Glues, Goos, and Super Glues
The are all kinds of different adhesive that can be tried in different situations. Some are simple to use other complicated and messy. Knowing what's available for different situation and knowing how to use them takes a little research.
Recently I was involved in a special project with a friend that involved some tricky lamination and a lot of different parts to be tacked together. I decided it was time to investigate what was available on the market these days in glues.
I am a huge fan of Titebond glues. I started using them years ago and I like them more and more each time I use them. The latest version is particularly useful to us woodworkers.
There are two kinds of wood fillers -- hardening and non-hardening -- and we use both. It depends on what we need to fill and the finish we're using.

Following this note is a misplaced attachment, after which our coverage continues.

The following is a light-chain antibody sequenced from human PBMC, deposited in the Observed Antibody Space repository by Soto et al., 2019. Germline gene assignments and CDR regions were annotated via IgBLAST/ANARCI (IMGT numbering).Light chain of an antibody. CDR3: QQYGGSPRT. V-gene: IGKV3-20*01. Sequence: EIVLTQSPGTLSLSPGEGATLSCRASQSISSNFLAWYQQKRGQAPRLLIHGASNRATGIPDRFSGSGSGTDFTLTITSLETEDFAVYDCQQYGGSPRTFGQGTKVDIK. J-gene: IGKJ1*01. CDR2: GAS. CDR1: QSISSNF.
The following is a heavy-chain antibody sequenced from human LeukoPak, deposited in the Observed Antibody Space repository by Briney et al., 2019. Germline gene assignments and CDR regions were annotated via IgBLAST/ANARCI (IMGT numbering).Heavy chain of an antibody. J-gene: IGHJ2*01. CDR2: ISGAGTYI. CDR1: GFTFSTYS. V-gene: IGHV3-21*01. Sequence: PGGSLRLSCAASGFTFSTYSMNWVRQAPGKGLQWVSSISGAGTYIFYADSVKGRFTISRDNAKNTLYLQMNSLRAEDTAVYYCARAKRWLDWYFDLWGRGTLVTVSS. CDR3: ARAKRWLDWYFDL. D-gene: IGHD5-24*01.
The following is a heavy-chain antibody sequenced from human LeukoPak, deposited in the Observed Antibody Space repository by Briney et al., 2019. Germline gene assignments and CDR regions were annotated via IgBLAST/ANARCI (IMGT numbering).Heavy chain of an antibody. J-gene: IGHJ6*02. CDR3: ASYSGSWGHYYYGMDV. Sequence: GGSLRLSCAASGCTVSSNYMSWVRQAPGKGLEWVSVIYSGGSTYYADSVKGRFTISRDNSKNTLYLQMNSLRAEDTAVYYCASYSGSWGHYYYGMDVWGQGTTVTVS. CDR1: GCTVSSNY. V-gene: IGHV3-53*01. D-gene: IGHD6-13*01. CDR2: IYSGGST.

This Western Red Cedar heartwood test lay-up, that included resorcinol, West System epoxy, liquid polyurethane, 3M 5200, and PL Premium polyurethane construction adhesive, was pulled from the pond water after six months of submersion, cleaned, and a sample removed from one end and re-soaked while the large end was allowed to air dry.
The polyurethane promise was enticing. We were told that it’s stronger than yellow glue, it’s waterproof, it fills gaps, it can be stained and it will bond almost any two materials together. The downsides were that it is more expensive, can be messy and it has a shelf life of about a year after the bottle is opened.
Prior to being a woodturner, Super Glue was an obscure tube rarely seen or used, stuck in a kitchen drawer. When I became a woodturner I was surprised to see myself going through bottles of the stuff.
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